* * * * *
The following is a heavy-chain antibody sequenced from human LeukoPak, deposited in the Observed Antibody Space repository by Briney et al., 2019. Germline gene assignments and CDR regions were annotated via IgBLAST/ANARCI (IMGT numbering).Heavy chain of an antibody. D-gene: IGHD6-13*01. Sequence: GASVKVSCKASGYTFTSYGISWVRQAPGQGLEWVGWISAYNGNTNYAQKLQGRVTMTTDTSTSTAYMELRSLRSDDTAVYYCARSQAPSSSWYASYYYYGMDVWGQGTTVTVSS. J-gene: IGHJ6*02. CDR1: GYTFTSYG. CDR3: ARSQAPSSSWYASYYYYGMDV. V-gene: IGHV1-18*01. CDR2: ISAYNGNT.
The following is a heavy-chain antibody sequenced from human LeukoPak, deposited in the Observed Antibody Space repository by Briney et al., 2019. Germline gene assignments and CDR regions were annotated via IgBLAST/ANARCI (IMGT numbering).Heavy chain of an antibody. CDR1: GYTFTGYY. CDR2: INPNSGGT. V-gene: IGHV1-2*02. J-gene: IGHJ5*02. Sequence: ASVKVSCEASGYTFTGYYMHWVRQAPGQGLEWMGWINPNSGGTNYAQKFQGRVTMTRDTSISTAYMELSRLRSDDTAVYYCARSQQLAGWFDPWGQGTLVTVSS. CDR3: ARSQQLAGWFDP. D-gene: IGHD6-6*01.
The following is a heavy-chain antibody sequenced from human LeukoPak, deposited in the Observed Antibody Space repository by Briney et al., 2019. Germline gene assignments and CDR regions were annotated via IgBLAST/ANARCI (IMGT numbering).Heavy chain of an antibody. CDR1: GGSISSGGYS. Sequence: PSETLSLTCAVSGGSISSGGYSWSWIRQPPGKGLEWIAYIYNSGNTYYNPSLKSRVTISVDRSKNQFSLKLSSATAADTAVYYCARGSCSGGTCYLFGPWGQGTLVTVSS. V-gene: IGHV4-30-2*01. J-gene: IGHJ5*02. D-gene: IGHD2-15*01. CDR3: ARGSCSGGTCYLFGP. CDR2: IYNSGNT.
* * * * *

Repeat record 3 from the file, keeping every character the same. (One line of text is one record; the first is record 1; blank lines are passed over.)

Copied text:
The following is a heavy-chain antibody sequenced from human LeukoPak, deposited in the Observed Antibody Space repository by Briney et al., 2019. Germline gene assignments and CDR regions were annotated via IgBLAST/ANARCI (IMGT numbering).Heavy chain of an antibody. CDR1: GGSISSGGYS. Sequence: PSETLSLTCAVSGGSISSGGYSWSWIRQPPGKGLEWIAYIYNSGNTYYNPSLKSRVTISVDRSKNQFSLKLSSATAADTAVYYCARGSCSGGTCYLFGPWGQGTLVTVSS. V-gene: IGHV4-30-2*01. J-gene: IGHJ5*02. D-gene: IGHD2-15*01. CDR3: ARGSCSGGTCYLFGP. CDR2: IYNSGNT.